You’re probably wondering if there are ANY unmarried fathers rights in Georgia.
This article is going over:
Let’s dig in.
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In Georgia, the custody laws for unmarried parents give mothers full legal custody automatically.
This means that unmarried father’s rights in Georgia do not exist.
For an unmarried father to establish any rights, he has to:
So, the steps are to establish paternity and then file for legitimation.
The area between establishing paternity and legitimation is a grey area for unmarried fathers rights in Georgia.
After the father establishes paternity, he does not have any parental rights in Georgia.
But he will still owe child support even though he has zero visitation or child custody rights.
This is the grey area about this.
After you establish paternity, you will owe child support.
But until you legitimize the child, you still have zero parental rights to the child.
This is why it’s important for you to work with an experienced child custody lawyer in Georgia.
If you’re like our other clients, you probably want to minimize the time where you owe child support with zero rights to the child.
It’s true that unmarried mothers have full legal and physical custody.
But an unmarried father who has NOT established paternity does not owe any child support.
(Don’t let anyone try to trick you into believing this.)
An unmarried father does not owe any child support until he establishes paternity.
Only married fathers automatically owe child support.
But remember that paying child support does not provide an unmarried father with any parental rights in Georgia.
Sadly, even legitimizing a child doesn’t automatically give unmarried fathers rights in Georgia.
After you legitimize the child, you only have the ABILITY to file for custody and visitation.
This means that until you legitimize the child, you can’t request custody or visitation.
But after you legitimize the child, you are able to file a petition for custody and visitation.
You still have to go through the entire custody battle for fathers after paternity and legitimization.
Parental rights in Georgia do not exist for unmarried fathers.
An unmarried father must establish paternity and legitimize his child.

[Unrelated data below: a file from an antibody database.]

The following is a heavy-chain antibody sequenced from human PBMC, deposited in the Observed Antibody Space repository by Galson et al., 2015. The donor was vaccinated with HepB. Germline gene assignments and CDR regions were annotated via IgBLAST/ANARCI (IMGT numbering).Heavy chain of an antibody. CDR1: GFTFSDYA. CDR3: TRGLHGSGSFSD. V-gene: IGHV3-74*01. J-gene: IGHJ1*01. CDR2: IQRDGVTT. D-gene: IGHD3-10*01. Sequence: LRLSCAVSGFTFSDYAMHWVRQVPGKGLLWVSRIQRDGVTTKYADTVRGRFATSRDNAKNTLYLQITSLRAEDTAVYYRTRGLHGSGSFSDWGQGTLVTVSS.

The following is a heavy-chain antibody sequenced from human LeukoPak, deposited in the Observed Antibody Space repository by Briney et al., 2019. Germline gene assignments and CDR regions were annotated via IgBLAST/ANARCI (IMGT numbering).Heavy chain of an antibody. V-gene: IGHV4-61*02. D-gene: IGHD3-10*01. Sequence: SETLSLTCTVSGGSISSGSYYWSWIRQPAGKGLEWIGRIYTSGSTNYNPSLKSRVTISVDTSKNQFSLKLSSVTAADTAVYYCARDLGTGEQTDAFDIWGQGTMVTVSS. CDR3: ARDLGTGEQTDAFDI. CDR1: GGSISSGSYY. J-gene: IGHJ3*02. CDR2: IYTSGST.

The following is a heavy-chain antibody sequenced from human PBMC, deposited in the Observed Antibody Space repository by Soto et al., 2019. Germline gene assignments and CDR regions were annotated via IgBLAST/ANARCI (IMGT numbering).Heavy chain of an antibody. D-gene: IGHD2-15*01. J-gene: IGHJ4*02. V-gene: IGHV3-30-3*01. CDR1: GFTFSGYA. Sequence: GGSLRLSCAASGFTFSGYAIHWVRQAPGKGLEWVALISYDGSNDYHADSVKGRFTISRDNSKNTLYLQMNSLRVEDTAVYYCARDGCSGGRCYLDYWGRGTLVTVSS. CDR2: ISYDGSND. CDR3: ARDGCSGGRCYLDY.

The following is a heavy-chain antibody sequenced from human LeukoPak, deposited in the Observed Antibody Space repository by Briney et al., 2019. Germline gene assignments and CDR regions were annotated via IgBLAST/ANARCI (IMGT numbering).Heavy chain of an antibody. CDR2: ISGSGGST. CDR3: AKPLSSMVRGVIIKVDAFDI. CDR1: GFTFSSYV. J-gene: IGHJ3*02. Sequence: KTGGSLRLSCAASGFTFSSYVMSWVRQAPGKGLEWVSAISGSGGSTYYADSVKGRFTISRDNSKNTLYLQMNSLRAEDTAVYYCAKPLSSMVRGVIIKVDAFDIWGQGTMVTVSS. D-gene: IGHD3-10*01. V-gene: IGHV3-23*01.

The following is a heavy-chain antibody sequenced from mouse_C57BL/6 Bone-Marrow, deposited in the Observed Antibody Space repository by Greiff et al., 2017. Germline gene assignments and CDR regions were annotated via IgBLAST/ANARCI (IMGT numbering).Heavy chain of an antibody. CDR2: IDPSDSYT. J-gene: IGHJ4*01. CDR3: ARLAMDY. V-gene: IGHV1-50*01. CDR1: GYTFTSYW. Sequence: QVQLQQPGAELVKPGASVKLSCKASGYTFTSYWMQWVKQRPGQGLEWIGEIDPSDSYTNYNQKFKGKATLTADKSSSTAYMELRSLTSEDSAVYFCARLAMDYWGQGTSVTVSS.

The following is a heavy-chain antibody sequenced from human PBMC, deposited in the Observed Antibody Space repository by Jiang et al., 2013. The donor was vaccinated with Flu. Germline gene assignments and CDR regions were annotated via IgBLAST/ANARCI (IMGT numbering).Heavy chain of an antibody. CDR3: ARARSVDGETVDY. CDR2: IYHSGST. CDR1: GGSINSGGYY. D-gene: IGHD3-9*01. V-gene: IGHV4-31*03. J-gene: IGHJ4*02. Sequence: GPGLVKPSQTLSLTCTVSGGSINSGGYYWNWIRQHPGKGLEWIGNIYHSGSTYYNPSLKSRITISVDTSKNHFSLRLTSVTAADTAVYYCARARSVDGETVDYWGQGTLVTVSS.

After this, an unmarried father has paternal rights in Georgia.
He can file a petition for visitation and custody of the child.
Related: Custody Battle For Fathers
Again, unmarried fathers rights in Georgia are non-existent.
When two parents are unmarried, only the mother has legal or physical custody rights.
Unmarried father’s rights in Georgia are not automatic.
This is true even if the parents have been in a committed relationship for years.
Georgia custody laws for unmarried parents give the mother sole legal and physical custody.
She has full parental power.
She gets entitled to full custody against the biological father.
The only way she loses full custody is if the father establishes paternity and petitions for custody.
If a father is not on the birth certificate, the father has zero rights to the child.
The father has the right to establish paternity and then file for custody and visitation.
Child custody laws in Georgia say that a father does not have rights even if he’s on the birth certificate.
This includes visitation and custody rights for unmarried fathers who are on the birth certificate.
If a father is on the birth certificate, the only right he has is the right to establish paternity.
To get unmarried fathers rights in Georgia, the father has to establish paternity and legitimation.
When an unmarried father establishes paternity, it legally formalizes the relationship between him and the child.
To establish paternity in Georgia, an unmarried father can:
For the custody laws for unmarried parents, there are two ways to legitimize a child in Georgia.
You can legitimize a child in Georgia by:
Establishing paternity in Georgia does not give an unmarried father custody or visitation rights.
Georgia custody laws differentiate between paternity and legitimization.
Legitimization in Georgia established a legal relationship between the unmarried father and child.
Legitimization allows an unmarried father to seek visitation and child custody.
Establishing paternity in Georgia allows an unmarried father to get added to the birth certificate.
After paternity gets established, a father is responsible for child support.
Only establish paternity if you’re trying to get legitimized.
This is because establishing paternity means you’re paying child support.
But without legitimization, you still have no custody rights.
Related: Reasons a Judge Will Change Custody
Legitimation is a way that an unmarried fathers rights in Georgia can get legally established.
To establish legitimation, an unmarried father needs to file a petition for legitimation.
The petition for legitimation can include claims for visitation and custody.
Note that you don’t automatically get granted legitimation of your child.
A mother can contest a legitimation in Georgia.
Her grounds to contest a legitimation can be:
You will have to take a DNA test and prove that you are a fit father.
Related: Grounds for Full Custody of Child
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This website is for informational purposes only. It is not legal advice. Consult an attorney if you are seeking legal advice.